The President glanced up from his phone.
“What the fuck’s going on? Why aren’t we moving?”
“Apparently there’s a protest or something going on. The Secret Service has it in hand. Do you want me to check personally, sir?”
“Yes. Wait. No. I’m gonna go straighten this out right now. Who the fuck do they think they are, blocking the President’s motorcade? I just wanna get this Arlington bullshit over with.”
“Mr. President, sir! I don’t think that’s a good ide … a.” The aide trailed off as the door of the Beast swung open and the President of the United States stepped out into the street.
There was a loud retort, and something pushed the President to the ground.
“Get the fuck off of me,” he yelled at the aide he assumed was holding him down.
“It’s okay, sir. Here. Let me help you up.” The voice was unfamiliar.
The President turned his head to see a lined but kindly face under a black stovepipe hat, holding out his hand, and with the stranger’s help he lumbered to his feet. Looking more directly into his new friend’s face, he gasped.
“Mr. Lincoln. Is that you? What’s going on here?” Looking around, all he could see was chaos. He thought he heard gunshots. Had someone attempted an assassination? Was that why he thought he saw Abraham Lincoln? Did he have a concussion? He shook his head to clear it, but Old Abe remained steadfastly by his side as together they passed through the crowd and onto the deck of the Arlington Memorial Bridge.
“Lookin’ to cross, are ya?” An old black man dressed in raggedy overalls and a plastic raincoat stood athwart the bridgeway, arms outstretched. “Got the coin for the toll?”
“Coin for the toll?” The President spat the words in disgust. “Who does he think he is? I’m the …”
“Good evening, Charlie,” his escort interrupted. “How’s business?”
“Oh, same as it ever was, sir. A little busier than usual lately, but then I suppose that’s no big surprise.” He peered a little more closely toward the pair requiring passage. “O my goodness gracious Lord God Almighty. Pardon my French. You got a handful to deliver, doncha? I wish I could just let him on through, coin or no coin, but you know the rules”
“Come on. Stop wasting time with this fool. A coin? He’s just another loser looking for a handout. I’m gonna move these con men out of the city, by god. That’s my very next executive order, soon as I get back home.” The President tried to go around the old man, but no matter where he moved, there was Charlie, right there in front of them, his face creased like an old barn door sliced by a sly white grin.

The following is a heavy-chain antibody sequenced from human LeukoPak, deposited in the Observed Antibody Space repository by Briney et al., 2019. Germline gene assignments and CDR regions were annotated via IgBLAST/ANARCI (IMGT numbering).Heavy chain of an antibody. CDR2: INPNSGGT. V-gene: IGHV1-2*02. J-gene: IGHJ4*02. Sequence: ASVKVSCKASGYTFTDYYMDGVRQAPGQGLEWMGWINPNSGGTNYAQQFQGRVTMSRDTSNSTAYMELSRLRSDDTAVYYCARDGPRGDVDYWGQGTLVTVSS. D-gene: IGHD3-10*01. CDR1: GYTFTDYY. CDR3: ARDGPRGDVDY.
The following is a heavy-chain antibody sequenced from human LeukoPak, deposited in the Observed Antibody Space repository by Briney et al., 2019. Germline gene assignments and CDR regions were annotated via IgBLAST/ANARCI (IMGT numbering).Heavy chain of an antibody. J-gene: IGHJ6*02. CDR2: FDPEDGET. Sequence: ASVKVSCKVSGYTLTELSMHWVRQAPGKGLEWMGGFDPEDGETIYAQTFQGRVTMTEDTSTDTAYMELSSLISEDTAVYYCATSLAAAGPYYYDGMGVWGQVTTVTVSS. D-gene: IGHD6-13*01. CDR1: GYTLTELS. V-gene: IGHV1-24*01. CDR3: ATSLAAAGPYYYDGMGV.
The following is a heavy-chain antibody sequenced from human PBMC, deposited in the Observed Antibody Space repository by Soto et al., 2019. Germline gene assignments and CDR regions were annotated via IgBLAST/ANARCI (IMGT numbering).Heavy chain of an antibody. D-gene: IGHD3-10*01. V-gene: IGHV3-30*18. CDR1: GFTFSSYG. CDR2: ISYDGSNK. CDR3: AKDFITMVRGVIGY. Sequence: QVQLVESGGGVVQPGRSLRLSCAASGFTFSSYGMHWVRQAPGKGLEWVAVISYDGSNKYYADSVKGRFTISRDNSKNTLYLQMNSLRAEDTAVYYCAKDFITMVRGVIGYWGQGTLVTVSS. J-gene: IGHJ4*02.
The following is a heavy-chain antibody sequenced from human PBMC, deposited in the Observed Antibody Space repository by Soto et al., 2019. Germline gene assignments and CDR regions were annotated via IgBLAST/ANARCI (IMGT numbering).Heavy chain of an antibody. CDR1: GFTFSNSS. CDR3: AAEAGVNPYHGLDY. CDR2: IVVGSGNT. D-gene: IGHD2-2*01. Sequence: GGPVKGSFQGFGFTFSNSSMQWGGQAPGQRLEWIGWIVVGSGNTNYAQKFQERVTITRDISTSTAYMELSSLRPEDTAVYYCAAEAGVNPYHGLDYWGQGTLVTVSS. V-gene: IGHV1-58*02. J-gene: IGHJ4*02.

“Cough it up, white boy,” Charlie cackled, waving long bony fingers in front of the President’s face. “Cough it up.”
The President drew away to avoid Charlie’s touch, but as he did so he felt a scratching in his throat and, putting up a hand to cover his mouth, coughed to relieve it. To his immense surprise, he spat a gold coin into his hand.
“Haha!” Charlie cackled. “When the magic works, it really works.” And before the President could do more than stare at the object, Charlie had whisked it away. “Now, what do we have here?” the old man asked, holding the gold piece up as if he were a jeweler appraising its worth. “Hmmm. A gold obol. Very rare. Obols are mostly silver, you know. And I don’t see many of those anymore either. The Boss’ll be glad to get his hands on this one. He’s got quite the collection.” Charlie put the coin to his mouth and bit it. A sliver of gold appeared on his lip. “You old dog.” Charlie looked the President up and down, slipping the coin into his pocket. “Thought you could get something past Mr. Charlie. Why you always think you have to cheat?”
“I don’t know what you’re talking about,” the President sputtered. “I never saw that piece of junk before in my life.”
Charlie grinned and made a grand welcoming gesture. “Go right ahead, boys. The way is open.”
The President cast a glance over his shoulder but saw only river mist. “Mr. Lincoln, shouldn’t we wait for my entourage?” he asked.
“They are waiting for us on the other side,” his companion assured him.
And together they went on across the river.
“Make sure he doesn’t try to come back, Bear.” Charlie called to a large black shadow that lay curled up a few feet away.
“Don’t worry. I’ll keep an eye out for that one,” a shadowy head replied.
“He thinks that’s Abraham Lincoln?” said another.
“Must be the hat,” decided the third, as the huge hound pushed to its feet and followed behind the newcomers.
Charlie chuckled. “Old Scratch likes his jokes, and that sucker’s thicker than most,” he called after it. Then he turned back to his post.
“Lookin’ to cross, are ya? Got the coin for the toll?”
Barbara Stoner, 2020